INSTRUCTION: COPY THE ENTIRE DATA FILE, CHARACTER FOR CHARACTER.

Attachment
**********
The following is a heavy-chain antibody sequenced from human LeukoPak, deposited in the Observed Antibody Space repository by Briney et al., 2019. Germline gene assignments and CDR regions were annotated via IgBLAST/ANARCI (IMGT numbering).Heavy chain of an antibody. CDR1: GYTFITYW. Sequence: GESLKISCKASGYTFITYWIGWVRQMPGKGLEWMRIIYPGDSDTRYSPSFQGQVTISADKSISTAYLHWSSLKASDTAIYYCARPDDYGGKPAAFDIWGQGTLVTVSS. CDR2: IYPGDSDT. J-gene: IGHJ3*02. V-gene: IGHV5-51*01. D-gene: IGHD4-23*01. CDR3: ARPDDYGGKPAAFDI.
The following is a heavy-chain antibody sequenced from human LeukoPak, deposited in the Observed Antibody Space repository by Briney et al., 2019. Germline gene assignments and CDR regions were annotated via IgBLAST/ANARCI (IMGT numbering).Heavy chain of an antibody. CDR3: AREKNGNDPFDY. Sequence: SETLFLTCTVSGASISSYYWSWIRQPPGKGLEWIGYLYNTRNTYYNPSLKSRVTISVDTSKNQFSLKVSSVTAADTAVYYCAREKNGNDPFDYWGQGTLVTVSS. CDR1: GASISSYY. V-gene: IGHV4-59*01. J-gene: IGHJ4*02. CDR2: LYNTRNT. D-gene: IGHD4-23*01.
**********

The following is a heavy-chain antibody sequenced from human LeukoPak, deposited in the Observed Antibody Space repository by Briney et al., 2019. Germline gene assignments and CDR regions were annotated via IgBLAST/ANARCI (IMGT numbering).Heavy chain of an antibody. CDR1: GYTFITYW. Sequence: GESLKISCKASGYTFITYWIGWVRQMPGKGLEWMRIIYPGDSDTRYSPSFQGQVTISADKSISTAYLHWSSLKASDTAIYYCARPDDYGGKPAAFDIWGQGTLVTVSS. CDR2: IYPGDSDT. J-gene: IGHJ3*02. V-gene: IGHV5-51*01. D-gene: IGHD4-23*01. CDR3: ARPDDYGGKPAAFDI.
The following is a heavy-chain antibody sequenced from human LeukoPak, deposited in the Observed Antibody Space repository by Briney et al., 2019. Germline gene assignments and CDR regions were annotated via IgBLAST/ANARCI (IMGT numbering).Heavy chain of an antibody. CDR3: AREKNGNDPFDY. Sequence: SETLFLTCTVSGASISSYYWSWIRQPPGKGLEWIGYLYNTRNTYYNPSLKSRVTISVDTSKNQFSLKVSSVTAADTAVYYCAREKNGNDPFDYWGQGTLVTVSS. CDR1: GASISSYY. V-gene: IGHV4-59*01. J-gene: IGHJ4*02. CDR2: LYNTRNT. D-gene: IGHD4-23*01.